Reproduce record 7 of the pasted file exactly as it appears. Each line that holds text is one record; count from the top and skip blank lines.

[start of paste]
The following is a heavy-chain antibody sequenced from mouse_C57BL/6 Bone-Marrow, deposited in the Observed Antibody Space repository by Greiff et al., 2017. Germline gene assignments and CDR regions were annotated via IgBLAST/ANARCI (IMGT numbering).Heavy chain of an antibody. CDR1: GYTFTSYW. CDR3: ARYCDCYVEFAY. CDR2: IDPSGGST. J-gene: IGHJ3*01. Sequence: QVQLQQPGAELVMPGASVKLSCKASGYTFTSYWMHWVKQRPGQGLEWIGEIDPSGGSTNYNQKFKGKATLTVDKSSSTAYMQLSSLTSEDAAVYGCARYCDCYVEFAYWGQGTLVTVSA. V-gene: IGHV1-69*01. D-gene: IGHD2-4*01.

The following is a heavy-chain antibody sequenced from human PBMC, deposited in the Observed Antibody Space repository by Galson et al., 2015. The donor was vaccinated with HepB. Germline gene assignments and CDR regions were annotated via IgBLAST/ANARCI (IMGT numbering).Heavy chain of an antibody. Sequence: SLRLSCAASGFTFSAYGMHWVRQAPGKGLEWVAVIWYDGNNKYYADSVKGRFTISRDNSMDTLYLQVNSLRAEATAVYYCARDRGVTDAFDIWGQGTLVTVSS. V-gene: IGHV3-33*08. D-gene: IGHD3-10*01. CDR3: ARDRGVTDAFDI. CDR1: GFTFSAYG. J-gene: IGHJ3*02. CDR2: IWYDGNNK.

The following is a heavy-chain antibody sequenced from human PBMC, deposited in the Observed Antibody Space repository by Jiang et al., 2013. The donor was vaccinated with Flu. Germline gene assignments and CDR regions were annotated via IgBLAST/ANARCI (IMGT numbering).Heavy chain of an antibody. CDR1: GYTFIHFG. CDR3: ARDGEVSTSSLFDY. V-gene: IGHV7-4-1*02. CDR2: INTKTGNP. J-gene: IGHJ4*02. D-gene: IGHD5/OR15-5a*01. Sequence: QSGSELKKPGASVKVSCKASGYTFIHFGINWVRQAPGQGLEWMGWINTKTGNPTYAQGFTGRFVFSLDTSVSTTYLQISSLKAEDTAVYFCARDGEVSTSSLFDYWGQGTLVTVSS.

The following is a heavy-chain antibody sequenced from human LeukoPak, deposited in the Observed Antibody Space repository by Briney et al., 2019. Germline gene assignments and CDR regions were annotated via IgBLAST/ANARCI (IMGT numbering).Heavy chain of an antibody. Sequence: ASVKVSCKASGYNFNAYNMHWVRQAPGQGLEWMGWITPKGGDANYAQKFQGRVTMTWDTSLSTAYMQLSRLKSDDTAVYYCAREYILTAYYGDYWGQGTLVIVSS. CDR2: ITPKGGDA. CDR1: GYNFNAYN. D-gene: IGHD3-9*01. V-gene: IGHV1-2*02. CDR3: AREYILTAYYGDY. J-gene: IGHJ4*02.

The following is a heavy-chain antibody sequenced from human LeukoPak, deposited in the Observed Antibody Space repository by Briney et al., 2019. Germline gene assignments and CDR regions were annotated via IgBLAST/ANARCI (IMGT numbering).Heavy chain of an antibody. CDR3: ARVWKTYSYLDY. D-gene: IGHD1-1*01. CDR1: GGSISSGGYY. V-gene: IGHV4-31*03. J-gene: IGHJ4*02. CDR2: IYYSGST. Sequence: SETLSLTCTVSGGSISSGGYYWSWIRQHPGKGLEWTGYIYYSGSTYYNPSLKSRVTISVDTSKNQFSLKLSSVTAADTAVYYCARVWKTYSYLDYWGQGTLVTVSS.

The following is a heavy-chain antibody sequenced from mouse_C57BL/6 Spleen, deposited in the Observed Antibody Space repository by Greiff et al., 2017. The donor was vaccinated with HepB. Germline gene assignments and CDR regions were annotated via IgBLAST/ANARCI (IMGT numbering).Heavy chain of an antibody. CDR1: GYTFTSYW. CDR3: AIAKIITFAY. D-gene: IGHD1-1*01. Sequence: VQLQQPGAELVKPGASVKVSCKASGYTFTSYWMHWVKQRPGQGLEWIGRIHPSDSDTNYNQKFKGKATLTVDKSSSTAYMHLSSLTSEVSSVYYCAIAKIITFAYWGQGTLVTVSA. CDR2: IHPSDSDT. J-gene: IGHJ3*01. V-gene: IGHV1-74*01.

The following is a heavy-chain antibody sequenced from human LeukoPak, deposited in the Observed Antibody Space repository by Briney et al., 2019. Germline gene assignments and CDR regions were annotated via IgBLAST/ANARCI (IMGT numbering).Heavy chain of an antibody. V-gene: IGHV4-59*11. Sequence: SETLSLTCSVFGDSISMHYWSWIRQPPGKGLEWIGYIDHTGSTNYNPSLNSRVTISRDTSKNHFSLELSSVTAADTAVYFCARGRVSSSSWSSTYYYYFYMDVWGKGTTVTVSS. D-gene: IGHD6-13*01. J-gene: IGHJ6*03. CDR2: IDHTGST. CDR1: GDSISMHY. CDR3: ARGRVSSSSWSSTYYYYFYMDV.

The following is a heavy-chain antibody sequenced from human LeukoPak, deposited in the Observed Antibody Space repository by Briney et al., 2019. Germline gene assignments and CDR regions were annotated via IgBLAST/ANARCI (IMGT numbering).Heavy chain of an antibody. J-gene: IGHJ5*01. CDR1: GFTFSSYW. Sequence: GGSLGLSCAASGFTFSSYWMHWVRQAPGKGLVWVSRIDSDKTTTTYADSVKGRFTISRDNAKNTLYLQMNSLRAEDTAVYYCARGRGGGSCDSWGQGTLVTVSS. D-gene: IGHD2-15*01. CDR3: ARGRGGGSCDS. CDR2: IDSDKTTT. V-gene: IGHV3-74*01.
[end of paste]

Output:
The following is a heavy-chain antibody sequenced from human LeukoPak, deposited in the Observed Antibody Space repository by Briney et al., 2019. Germline gene assignments and CDR regions were annotated via IgBLAST/ANARCI (IMGT numbering).Heavy chain of an antibody. V-gene: IGHV4-59*11. Sequence: SETLSLTCSVFGDSISMHYWSWIRQPPGKGLEWIGYIDHTGSTNYNPSLNSRVTISRDTSKNHFSLELSSVTAADTAVYFCARGRVSSSSWSSTYYYYFYMDVWGKGTTVTVSS. D-gene: IGHD6-13*01. J-gene: IGHJ6*03. CDR2: IDHTGST. CDR1: GDSISMHY. CDR3: ARGRVSSSSWSSTYYYYFYMDV.